But the threat isn’t just war, but nuclear strikes against both the UK and the United States. These threats have been expressed on Russian state television and in state publications. Clearly, they’ve been approved for dissemination.

In short, Putin is telling the West that he's considering all military options. We’d do well to believe him because he has few soft power options. Sure, he can cut natural gas supplies to the European Union, but Brussels is already taking steps to reduce and eventually eliminate its dependence on Russian fuel within months. That option will soon be off the table.

Another gambit is food. By cutting Ukraine’s grains exports, shortages are inevitable. But so far, that hasn’t had the teeth that Putin would have liked it to have.

A third option is cyberattacks, which are already being applied but could certainly escalate. Disabling satellite communications via cyberattack, for example, could be a precursor to a nuclear strike.

NATO Expands—Will Old USSR Reappear?

What does have teeth is Finland and Sweden’s potential membership in NATO. With this soon-to-be addition to NATO, Putin’s concerns about encirclement by the West are fulfilled. The UK has already openly expressed that a mutual defense arrangement with the two is understood and will soon be codified.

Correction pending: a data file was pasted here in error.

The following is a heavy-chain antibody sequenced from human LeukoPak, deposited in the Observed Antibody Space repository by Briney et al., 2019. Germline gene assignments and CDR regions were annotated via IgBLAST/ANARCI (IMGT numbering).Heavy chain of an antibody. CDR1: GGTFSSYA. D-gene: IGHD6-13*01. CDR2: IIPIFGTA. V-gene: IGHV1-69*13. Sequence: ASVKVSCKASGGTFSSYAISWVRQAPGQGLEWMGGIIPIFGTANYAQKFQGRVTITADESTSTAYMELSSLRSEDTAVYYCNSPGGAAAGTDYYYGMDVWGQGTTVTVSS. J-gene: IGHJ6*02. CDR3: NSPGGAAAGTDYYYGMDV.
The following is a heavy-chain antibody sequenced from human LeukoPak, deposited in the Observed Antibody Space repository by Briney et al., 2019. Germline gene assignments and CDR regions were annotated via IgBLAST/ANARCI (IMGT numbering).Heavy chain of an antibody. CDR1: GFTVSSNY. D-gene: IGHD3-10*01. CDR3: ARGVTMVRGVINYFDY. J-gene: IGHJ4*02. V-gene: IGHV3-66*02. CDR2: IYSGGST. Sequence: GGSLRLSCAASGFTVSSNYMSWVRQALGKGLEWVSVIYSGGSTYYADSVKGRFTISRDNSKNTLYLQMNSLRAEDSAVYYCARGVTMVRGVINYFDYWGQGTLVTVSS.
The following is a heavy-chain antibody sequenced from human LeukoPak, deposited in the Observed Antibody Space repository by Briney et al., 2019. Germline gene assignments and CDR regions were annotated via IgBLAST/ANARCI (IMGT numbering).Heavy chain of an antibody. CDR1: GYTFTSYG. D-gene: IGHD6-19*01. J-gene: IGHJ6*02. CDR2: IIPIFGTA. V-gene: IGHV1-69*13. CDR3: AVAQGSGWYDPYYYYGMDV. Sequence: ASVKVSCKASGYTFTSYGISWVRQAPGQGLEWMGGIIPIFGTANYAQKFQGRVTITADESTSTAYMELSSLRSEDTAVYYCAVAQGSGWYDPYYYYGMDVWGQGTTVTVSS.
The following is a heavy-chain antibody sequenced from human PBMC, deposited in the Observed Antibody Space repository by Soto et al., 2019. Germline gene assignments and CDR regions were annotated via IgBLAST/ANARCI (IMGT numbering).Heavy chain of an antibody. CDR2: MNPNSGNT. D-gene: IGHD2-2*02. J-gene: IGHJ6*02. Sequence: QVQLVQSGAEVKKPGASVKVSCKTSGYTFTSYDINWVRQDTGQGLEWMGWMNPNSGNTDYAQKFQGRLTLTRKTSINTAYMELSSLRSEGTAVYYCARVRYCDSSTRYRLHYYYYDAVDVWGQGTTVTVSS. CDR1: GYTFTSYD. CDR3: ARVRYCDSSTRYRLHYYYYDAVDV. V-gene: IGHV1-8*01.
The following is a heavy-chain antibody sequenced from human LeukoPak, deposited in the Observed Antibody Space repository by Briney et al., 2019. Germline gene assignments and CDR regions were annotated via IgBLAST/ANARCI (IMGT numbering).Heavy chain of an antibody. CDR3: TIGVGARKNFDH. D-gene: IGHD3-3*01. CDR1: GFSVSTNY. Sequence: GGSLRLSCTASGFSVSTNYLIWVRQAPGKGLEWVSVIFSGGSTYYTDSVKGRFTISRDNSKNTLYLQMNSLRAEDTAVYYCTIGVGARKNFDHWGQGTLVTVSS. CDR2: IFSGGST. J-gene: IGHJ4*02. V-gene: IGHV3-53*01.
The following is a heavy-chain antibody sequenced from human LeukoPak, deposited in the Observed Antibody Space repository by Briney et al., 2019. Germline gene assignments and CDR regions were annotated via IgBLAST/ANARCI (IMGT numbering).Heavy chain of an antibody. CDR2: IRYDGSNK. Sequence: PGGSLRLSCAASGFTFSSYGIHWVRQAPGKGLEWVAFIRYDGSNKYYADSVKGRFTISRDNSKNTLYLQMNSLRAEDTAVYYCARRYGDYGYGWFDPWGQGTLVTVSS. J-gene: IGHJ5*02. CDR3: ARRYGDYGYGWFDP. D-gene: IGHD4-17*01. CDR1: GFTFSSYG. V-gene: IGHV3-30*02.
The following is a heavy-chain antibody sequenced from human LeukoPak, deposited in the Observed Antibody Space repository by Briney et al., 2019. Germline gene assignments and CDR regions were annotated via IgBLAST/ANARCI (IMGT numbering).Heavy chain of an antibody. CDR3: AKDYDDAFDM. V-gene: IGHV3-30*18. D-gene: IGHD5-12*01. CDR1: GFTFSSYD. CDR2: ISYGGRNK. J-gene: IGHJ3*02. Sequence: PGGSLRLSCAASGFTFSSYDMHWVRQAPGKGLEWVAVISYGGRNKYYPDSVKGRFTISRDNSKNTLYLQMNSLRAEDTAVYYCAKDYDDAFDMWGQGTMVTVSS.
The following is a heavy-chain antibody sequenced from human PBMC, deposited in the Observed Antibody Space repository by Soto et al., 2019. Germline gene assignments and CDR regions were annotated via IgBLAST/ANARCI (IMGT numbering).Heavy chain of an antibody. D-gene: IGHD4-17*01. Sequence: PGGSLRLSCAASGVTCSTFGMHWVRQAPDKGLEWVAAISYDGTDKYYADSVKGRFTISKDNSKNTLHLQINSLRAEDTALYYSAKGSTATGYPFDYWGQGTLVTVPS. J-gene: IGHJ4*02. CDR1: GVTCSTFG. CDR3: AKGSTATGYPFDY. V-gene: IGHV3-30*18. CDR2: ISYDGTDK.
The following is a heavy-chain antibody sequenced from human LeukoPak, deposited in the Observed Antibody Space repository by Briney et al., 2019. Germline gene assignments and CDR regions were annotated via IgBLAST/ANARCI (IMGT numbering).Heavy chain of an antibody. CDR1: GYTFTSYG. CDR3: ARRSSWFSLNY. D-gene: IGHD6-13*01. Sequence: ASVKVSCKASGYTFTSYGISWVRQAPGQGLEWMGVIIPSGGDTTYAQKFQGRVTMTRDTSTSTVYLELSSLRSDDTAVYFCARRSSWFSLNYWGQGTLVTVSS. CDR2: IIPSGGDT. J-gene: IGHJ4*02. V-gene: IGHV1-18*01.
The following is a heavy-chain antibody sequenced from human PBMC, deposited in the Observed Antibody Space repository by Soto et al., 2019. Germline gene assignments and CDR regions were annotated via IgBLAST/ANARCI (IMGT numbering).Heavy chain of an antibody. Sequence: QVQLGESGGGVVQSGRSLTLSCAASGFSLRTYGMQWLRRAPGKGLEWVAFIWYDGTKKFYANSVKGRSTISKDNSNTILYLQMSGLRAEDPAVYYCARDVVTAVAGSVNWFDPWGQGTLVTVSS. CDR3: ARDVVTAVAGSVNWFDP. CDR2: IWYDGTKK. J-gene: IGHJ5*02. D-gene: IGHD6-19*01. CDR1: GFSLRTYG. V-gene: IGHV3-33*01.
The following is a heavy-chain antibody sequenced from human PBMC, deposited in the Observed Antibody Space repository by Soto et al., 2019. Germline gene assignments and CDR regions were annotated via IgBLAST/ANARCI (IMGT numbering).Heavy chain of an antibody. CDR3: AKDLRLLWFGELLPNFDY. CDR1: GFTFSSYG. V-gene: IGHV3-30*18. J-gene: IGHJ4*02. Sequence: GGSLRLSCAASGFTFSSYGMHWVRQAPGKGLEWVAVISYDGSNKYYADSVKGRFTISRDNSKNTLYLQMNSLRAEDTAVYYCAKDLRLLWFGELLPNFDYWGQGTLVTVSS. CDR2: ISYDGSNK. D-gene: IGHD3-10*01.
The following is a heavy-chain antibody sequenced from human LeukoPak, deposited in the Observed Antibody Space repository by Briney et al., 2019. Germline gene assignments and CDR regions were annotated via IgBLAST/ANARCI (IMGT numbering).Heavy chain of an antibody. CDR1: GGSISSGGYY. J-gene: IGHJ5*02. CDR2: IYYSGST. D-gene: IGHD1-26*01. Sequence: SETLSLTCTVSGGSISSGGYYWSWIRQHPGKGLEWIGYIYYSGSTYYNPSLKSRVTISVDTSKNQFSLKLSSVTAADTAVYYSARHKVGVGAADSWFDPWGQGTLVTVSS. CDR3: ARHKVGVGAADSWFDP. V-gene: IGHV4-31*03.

This development effectively adds to Russia’s list of adversaries and expands the war, most likely driving Putin’s insecurity and aggression onward. In response, Russia and Belarus are calling on former USSR nations to form a new USSR. This, too, is escalatory.

These two events could add new potential combatant nations into the conflict.

Who else is Putin calling?

Will China Stand Up or Stand Down?

Russia is asking for China’s help with the material and financing for the war in Ukraine. So far, Beijing has had a muted response.

It’s easy to see why.

The EU and the United States, along with Ukraine, are also urging China to convince Putin to abandon his war. Beijing hasn’t responded to either request. No doubt China is shocked at the incompetence of the Russian military but, at the same time, must stand by its geopolitical partner while protecting its valuable trade relationships with America and Europe.

Taiwan: A Second Front?

There is, however, a more compelling argument that Russia may be making to China, which is simply to open a second front to this nascent third world war by advancing on Taiwan.
 A Taiwan destroyer launches a surface-to-air missile during exercises meant to simulate an attack by communist China, near the east coast of Taiwan on Sept. 26, 2013. (Sam Yeh/AFP/Getty Images)
A Taiwan destroyer launches a surface-to-air missile during exercises meant to simulate an attack by communist China, near the east coast of Taiwan on Sept. 26, 2013. (Sam Yeh/AFP/Getty Images)